Aguerrebere’s statement says she is running for re-election because she believes “our children deserve schools that provide them with an excellent education in a fiscally responsible manner.” Aguerrebere is the mother of five children, the youngest of whom is a student at George Mason High School.
Aguerrebere has served on the School Board since 2006, and also was appointed in 2009 to a four-year term on the Governor’s Latino Advisory Board.
Aguerrebere joins Patrick Riccards and fellow School Board member Susan Kearney in seeking the CBC nomination for School Board.
The Falls Church Times policy on local election coverage is:
- Make no endorsements
- Promote informed, civil dialogue on election issues
- Provide equitable, impartial coverage of candidates
February 15, 2010
While the Falls Church City School Board’s FY 2011 budget process is far from over, the board members made it clear during their work session on Saturday that proposed cuts in four instructional areas are off the table:
- full day kindergarten,
- foreign language,
- music, and
The board members agreed that these are fundamental components of the instructional program, and that reductions in these areas are no longer up for consideration.
“We want to keep any budget reductions as far removed from the classroom as possible,” School Board Chairman Ron Peppe said.
Because of the economic recession, the School Board is trying to craft a budget for FY2011 with a reduction target of $1.11 million from the current year’s budget. The process continues a two-year cycle of reductions and mid-year corrections to help the City government offset revenue shortfalls:
- The FY2009 school board budget was $600,000 less than the superintendent’s proposed budget and reduced school staffing by the equivalent of approximately eight full time positions.
- In mid FY2009, the School Board transferred nearly $400,000 back to the City’s general fund to help offset a revenue shortfall of $800,000. The board was able to do this because of a projected savings in salary and benefit costs when veteran teachers retired and were replaced with new teachers who started at a lower end of the salary scale.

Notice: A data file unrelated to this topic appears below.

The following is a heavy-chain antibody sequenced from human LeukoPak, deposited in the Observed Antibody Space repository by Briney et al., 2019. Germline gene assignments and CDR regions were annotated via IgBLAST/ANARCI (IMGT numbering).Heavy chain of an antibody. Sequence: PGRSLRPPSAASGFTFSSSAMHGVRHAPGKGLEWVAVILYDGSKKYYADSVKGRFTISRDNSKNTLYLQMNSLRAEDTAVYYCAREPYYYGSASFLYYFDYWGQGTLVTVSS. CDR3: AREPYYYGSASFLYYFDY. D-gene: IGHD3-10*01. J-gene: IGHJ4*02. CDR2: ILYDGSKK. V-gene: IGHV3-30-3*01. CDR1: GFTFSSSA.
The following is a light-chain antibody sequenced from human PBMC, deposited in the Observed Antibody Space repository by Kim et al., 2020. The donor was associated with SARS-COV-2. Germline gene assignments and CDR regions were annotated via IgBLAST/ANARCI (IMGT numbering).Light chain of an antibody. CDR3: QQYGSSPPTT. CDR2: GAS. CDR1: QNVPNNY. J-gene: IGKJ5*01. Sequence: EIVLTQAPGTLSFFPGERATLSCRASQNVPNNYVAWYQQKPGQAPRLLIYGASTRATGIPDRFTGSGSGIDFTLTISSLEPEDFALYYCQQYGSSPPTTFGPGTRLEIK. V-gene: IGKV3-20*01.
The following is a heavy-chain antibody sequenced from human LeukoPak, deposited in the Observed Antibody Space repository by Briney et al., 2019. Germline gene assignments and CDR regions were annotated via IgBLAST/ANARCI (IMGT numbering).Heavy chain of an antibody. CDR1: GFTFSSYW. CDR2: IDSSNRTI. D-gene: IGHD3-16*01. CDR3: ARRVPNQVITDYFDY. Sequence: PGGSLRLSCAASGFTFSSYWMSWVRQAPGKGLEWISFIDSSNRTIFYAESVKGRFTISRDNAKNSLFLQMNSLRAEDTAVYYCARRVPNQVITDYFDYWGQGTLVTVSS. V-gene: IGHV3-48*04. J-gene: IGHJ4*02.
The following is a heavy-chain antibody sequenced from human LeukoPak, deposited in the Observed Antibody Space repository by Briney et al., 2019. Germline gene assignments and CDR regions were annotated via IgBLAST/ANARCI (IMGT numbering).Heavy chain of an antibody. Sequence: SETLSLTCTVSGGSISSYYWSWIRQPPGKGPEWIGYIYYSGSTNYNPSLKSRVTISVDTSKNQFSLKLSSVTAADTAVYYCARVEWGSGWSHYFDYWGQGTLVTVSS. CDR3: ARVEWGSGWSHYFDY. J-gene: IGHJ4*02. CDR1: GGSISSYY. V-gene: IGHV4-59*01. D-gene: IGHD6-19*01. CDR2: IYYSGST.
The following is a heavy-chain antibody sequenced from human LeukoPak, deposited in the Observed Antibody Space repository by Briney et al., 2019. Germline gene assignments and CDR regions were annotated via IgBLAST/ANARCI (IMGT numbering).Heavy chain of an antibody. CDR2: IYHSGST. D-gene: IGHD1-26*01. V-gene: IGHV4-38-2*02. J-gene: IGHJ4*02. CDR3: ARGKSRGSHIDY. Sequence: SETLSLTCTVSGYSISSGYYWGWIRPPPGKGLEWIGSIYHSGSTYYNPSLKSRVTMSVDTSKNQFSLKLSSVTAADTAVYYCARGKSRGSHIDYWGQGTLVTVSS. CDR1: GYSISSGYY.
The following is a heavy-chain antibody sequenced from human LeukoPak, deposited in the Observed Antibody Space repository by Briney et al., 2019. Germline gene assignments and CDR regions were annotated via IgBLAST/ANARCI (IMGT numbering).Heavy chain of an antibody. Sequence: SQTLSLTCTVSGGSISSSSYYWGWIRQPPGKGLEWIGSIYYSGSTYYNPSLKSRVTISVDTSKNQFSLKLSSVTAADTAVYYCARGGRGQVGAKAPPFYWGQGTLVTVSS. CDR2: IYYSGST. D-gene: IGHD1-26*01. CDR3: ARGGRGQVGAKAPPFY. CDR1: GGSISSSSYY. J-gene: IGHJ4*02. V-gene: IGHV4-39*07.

- The FY2010 School Board budget was nearly $400,000 less than the FY2009 budget.
- In mid FY2010, the School Board approved spending reductions in order to provide $300,000 in financial relief to the City’s general fund to help offset a significant revenue shortfall. This was made possible through:
- A partial hiring freeze for vacant positions
- A reduction in spending for several operational cost centers
- Delaying some of the items in the school division’s maintenance and replacement schedule
- Reductions in professional services and travel budgets
- Reductions in human resources advertising
- Reductions in tuition reimbursement for staff
- The total reduction in school funding and staffing over the past two years is approximately $700,000 and the equivalent of approximately eight full time positions.
The School Board will continue to look at a four-tiered list of reduction options presented by Superintendent Lois Berlin in January in an effort to reach the FY2011 budget reduction target. All budget work sessions are open to the public, and members of the public are encouraged to take part in a series of public hearings:
|Tuesday, February 16||7:00 p.m.||Public Hearing #2||Conference Room, Central Office|
|Thursday, February 18||7:00 p.m.||Town Hall Meeting
Public input sessions re: city/school services
|Tuesday, February 23||6:30 p.m.||School Board Work Session if needed||Chambers, City Hall|
|8:00 p.m.||Public Hearing #3|
|Tuesday, March 2||7:00 p.m.||School Board Work Session & Adoption of FY11 Budget||Conference Room, Central Office|
*The FCCPS Central Office is located at 800 W. Broad Street, Suite 203, Falls Church, Va.
School board budget information is available on the school division Web site: www.fccps.org/budget. The public may also leave a comment for the board at that link.
By GINA CACECI
Falls Church Times Staff
February 15, 2010
The opening of a permanent home for the arts in Falls Church City brings new possibilities, including combining theater with an art exhibition. That’s what is happening in February and March, when the art show Phases becomes the backdrop for the James Thurber play “Many Moons.”